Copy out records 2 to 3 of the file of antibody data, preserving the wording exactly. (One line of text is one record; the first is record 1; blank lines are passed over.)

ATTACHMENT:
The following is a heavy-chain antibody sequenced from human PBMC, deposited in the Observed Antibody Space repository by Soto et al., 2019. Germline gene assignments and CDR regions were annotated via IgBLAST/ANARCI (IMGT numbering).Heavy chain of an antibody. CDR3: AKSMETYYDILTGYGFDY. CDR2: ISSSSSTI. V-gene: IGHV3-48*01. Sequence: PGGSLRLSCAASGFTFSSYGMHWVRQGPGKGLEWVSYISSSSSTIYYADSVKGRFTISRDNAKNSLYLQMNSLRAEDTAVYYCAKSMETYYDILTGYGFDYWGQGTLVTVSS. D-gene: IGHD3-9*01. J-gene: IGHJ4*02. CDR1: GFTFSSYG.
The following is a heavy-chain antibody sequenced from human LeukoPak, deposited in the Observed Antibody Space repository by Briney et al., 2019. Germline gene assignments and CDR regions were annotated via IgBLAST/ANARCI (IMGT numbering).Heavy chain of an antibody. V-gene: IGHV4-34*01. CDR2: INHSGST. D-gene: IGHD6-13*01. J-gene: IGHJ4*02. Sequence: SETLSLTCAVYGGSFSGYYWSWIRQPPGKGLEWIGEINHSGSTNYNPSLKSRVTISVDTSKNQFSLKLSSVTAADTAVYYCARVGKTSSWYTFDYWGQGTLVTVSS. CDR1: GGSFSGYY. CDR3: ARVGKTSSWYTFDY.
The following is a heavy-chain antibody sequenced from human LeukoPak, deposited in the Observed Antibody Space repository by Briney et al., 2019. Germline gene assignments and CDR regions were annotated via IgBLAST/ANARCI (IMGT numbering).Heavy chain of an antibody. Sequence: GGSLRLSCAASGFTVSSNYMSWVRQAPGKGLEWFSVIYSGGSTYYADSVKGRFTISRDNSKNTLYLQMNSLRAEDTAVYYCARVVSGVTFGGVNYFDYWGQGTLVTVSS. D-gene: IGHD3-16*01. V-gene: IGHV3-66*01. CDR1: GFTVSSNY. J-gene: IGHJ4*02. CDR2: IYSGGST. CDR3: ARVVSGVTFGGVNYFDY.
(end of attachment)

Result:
The following is a heavy-chain antibody sequenced from human LeukoPak, deposited in the Observed Antibody Space repository by Briney et al., 2019. Germline gene assignments and CDR regions were annotated via IgBLAST/ANARCI (IMGT numbering).Heavy chain of an antibody. V-gene: IGHV4-34*01. CDR2: INHSGST. D-gene: IGHD6-13*01. J-gene: IGHJ4*02. Sequence: SETLSLTCAVYGGSFSGYYWSWIRQPPGKGLEWIGEINHSGSTNYNPSLKSRVTISVDTSKNQFSLKLSSVTAADTAVYYCARVGKTSSWYTFDYWGQGTLVTVSS. CDR1: GGSFSGYY. CDR3: ARVGKTSSWYTFDY.
The following is a heavy-chain antibody sequenced from human LeukoPak, deposited in the Observed Antibody Space repository by Briney et al., 2019. Germline gene assignments and CDR regions were annotated via IgBLAST/ANARCI (IMGT numbering).Heavy chain of an antibody. Sequence: GGSLRLSCAASGFTVSSNYMSWVRQAPGKGLEWFSVIYSGGSTYYADSVKGRFTISRDNSKNTLYLQMNSLRAEDTAVYYCARVVSGVTFGGVNYFDYWGQGTLVTVSS. D-gene: IGHD3-16*01. V-gene: IGHV3-66*01. CDR1: GFTVSSNY. J-gene: IGHJ4*02. CDR2: IYSGGST. CDR3: ARVVSGVTFGGVNYFDY.